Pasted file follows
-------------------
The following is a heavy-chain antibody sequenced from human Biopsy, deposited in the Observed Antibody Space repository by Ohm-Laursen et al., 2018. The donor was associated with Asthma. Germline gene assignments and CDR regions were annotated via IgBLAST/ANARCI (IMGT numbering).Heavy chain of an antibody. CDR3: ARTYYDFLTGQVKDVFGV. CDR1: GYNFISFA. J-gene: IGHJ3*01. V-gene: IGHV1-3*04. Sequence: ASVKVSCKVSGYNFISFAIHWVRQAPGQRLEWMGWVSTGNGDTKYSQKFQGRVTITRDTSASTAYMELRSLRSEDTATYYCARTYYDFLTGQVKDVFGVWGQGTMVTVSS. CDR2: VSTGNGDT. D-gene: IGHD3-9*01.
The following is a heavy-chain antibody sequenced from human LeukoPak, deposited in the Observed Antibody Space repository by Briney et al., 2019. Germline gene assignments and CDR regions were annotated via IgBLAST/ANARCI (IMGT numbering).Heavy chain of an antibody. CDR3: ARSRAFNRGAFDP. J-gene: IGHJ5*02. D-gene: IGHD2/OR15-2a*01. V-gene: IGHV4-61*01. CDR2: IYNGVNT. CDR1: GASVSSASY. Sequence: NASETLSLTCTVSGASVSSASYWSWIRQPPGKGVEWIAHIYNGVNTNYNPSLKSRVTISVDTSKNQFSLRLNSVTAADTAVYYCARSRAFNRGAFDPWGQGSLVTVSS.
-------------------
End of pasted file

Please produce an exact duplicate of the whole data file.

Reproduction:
The following is a heavy-chain antibody sequenced from human Biopsy, deposited in the Observed Antibody Space repository by Ohm-Laursen et al., 2018. The donor was associated with Asthma. Germline gene assignments and CDR regions were annotated via IgBLAST/ANARCI (IMGT numbering).Heavy chain of an antibody. CDR3: ARTYYDFLTGQVKDVFGV. CDR1: GYNFISFA. J-gene: IGHJ3*01. V-gene: IGHV1-3*04. Sequence: ASVKVSCKVSGYNFISFAIHWVRQAPGQRLEWMGWVSTGNGDTKYSQKFQGRVTITRDTSASTAYMELRSLRSEDTATYYCARTYYDFLTGQVKDVFGVWGQGTMVTVSS. CDR2: VSTGNGDT. D-gene: IGHD3-9*01.
The following is a heavy-chain antibody sequenced from human LeukoPak, deposited in the Observed Antibody Space repository by Briney et al., 2019. Germline gene assignments and CDR regions were annotated via IgBLAST/ANARCI (IMGT numbering).Heavy chain of an antibody. CDR3: ARSRAFNRGAFDP. J-gene: IGHJ5*02. D-gene: IGHD2/OR15-2a*01. V-gene: IGHV4-61*01. CDR2: IYNGVNT. CDR1: GASVSSASY. Sequence: NASETLSLTCTVSGASVSSASYWSWIRQPPGKGVEWIAHIYNGVNTNYNPSLKSRVTISVDTSKNQFSLRLNSVTAADTAVYYCARSRAFNRGAFDPWGQGSLVTVSS.